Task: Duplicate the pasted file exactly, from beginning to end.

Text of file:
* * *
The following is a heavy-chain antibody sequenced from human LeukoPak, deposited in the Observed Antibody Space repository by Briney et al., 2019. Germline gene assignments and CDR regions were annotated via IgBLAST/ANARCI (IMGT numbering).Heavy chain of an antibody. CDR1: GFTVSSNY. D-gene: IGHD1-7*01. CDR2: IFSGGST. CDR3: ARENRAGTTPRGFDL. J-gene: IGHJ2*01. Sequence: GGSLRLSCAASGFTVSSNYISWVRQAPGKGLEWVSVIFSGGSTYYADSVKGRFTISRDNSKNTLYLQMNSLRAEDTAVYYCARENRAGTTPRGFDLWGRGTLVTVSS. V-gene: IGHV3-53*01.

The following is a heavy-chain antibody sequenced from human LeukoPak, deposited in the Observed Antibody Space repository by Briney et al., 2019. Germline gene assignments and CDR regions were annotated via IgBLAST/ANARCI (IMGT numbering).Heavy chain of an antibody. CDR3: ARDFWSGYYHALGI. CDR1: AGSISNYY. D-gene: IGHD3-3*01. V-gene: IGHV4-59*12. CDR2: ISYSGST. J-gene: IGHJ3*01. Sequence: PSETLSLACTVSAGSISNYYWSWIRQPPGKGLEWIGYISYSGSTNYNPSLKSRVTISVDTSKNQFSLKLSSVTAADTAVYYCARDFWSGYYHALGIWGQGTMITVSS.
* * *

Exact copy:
The following is a heavy-chain antibody sequenced from human LeukoPak, deposited in the Observed Antibody Space repository by Briney et al., 2019. Germline gene assignments and CDR regions were annotated via IgBLAST/ANARCI (IMGT numbering).Heavy chain of an antibody. CDR1: GFTVSSNY. D-gene: IGHD1-7*01. CDR2: IFSGGST. CDR3: ARENRAGTTPRGFDL. J-gene: IGHJ2*01. Sequence: GGSLRLSCAASGFTVSSNYISWVRQAPGKGLEWVSVIFSGGSTYYADSVKGRFTISRDNSKNTLYLQMNSLRAEDTAVYYCARENRAGTTPRGFDLWGRGTLVTVSS. V-gene: IGHV3-53*01.

The following is a heavy-chain antibody sequenced from human LeukoPak, deposited in the Observed Antibody Space repository by Briney et al., 2019. Germline gene assignments and CDR regions were annotated via IgBLAST/ANARCI (IMGT numbering).Heavy chain of an antibody. CDR3: ARDFWSGYYHALGI. CDR1: AGSISNYY. D-gene: IGHD3-3*01. V-gene: IGHV4-59*12. CDR2: ISYSGST. J-gene: IGHJ3*01. Sequence: PSETLSLACTVSAGSISNYYWSWIRQPPGKGLEWIGYISYSGSTNYNPSLKSRVTISVDTSKNQFSLKLSSVTAADTAVYYCARDFWSGYYHALGIWGQGTMITVSS.